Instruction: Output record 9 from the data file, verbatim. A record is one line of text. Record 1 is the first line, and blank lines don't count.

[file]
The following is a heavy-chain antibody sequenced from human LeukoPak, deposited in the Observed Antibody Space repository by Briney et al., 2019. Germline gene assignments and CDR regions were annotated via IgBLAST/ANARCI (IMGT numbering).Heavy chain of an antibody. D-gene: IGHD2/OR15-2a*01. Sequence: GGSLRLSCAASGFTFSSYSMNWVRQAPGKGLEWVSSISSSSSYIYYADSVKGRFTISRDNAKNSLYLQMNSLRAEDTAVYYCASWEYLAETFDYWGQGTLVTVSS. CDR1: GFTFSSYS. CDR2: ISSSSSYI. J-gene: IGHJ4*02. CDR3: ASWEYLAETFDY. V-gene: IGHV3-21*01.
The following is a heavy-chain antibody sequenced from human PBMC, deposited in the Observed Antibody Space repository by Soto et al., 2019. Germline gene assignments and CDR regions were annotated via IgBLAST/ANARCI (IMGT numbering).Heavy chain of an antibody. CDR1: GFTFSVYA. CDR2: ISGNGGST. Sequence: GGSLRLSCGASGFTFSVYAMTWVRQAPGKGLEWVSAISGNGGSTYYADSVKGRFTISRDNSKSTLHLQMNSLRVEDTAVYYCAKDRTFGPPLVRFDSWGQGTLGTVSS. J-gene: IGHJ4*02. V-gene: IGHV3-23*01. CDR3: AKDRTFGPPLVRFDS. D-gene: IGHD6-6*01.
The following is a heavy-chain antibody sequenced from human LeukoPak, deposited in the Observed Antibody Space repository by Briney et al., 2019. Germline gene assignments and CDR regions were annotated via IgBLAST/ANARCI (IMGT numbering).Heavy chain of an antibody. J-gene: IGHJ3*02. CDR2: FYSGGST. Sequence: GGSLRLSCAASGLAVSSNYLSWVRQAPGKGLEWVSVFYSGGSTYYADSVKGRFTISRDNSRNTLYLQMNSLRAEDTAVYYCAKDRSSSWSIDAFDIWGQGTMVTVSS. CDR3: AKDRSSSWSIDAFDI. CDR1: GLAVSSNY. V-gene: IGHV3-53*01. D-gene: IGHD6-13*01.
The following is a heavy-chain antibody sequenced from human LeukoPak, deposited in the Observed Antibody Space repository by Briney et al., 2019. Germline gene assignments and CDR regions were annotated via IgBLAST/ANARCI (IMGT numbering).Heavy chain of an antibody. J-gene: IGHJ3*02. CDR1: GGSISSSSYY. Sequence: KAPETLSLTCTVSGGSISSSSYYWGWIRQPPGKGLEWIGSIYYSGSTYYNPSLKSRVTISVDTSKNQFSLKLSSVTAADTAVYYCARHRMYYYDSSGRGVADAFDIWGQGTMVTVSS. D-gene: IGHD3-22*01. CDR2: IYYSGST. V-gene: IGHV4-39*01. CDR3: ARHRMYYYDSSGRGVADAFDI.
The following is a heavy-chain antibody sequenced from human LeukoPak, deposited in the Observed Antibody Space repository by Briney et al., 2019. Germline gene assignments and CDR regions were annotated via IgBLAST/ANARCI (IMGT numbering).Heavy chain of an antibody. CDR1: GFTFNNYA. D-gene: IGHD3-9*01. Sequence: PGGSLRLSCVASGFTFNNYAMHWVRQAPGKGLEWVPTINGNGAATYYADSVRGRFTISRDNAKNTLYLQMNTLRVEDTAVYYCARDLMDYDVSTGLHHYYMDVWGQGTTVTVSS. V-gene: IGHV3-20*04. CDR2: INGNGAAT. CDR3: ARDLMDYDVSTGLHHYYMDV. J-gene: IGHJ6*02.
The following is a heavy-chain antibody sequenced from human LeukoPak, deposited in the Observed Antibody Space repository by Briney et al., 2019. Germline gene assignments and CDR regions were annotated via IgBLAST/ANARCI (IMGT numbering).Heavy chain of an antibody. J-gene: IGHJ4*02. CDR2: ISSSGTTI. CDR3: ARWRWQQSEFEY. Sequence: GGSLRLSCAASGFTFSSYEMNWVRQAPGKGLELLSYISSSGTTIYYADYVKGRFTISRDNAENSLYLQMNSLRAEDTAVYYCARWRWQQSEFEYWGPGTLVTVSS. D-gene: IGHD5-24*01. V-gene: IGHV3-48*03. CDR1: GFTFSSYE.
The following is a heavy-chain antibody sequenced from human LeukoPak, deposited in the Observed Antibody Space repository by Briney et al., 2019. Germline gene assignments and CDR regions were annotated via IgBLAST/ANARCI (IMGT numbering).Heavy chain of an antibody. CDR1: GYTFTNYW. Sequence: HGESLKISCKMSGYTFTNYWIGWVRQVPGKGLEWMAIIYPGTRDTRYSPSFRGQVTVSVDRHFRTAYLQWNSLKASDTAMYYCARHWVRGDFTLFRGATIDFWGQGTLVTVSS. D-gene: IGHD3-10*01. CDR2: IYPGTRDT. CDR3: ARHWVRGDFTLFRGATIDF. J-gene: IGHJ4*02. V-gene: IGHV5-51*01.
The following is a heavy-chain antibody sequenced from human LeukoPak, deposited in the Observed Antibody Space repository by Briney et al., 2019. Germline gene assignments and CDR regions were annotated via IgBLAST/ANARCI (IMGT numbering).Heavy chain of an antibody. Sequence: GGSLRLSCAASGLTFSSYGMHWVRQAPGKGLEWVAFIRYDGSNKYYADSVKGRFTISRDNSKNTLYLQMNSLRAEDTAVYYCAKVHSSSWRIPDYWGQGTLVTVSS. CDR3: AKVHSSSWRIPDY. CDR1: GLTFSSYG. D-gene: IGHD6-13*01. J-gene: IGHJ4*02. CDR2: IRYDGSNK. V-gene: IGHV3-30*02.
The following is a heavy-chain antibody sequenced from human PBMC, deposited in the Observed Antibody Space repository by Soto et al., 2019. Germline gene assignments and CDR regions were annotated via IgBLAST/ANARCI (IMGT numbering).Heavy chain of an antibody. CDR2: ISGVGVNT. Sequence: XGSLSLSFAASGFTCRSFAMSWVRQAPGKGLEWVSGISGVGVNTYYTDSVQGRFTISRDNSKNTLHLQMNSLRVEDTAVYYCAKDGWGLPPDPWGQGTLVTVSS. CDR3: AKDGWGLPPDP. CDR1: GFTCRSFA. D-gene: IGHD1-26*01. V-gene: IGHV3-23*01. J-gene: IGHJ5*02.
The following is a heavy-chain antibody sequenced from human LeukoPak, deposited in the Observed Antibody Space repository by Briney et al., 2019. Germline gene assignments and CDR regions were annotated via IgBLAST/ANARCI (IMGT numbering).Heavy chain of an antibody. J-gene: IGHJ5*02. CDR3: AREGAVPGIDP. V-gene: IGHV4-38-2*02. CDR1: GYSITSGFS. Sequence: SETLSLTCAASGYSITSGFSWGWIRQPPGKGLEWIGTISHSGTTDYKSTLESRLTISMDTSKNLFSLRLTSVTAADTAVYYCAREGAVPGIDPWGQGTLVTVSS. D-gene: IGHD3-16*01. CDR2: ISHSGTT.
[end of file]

The following is a heavy-chain antibody sequenced from human PBMC, deposited in the Observed Antibody Space repository by Soto et al., 2019. Germline gene assignments and CDR regions were annotated via IgBLAST/ANARCI (IMGT numbering).Heavy chain of an antibody. CDR2: ISGVGVNT. Sequence: XGSLSLSFAASGFTCRSFAMSWVRQAPGKGLEWVSGISGVGVNTYYTDSVQGRFTISRDNSKNTLHLQMNSLRVEDTAVYYCAKDGWGLPPDPWGQGTLVTVSS. CDR3: AKDGWGLPPDP. CDR1: GFTCRSFA. D-gene: IGHD1-26*01. V-gene: IGHV3-23*01. J-gene: IGHJ5*02.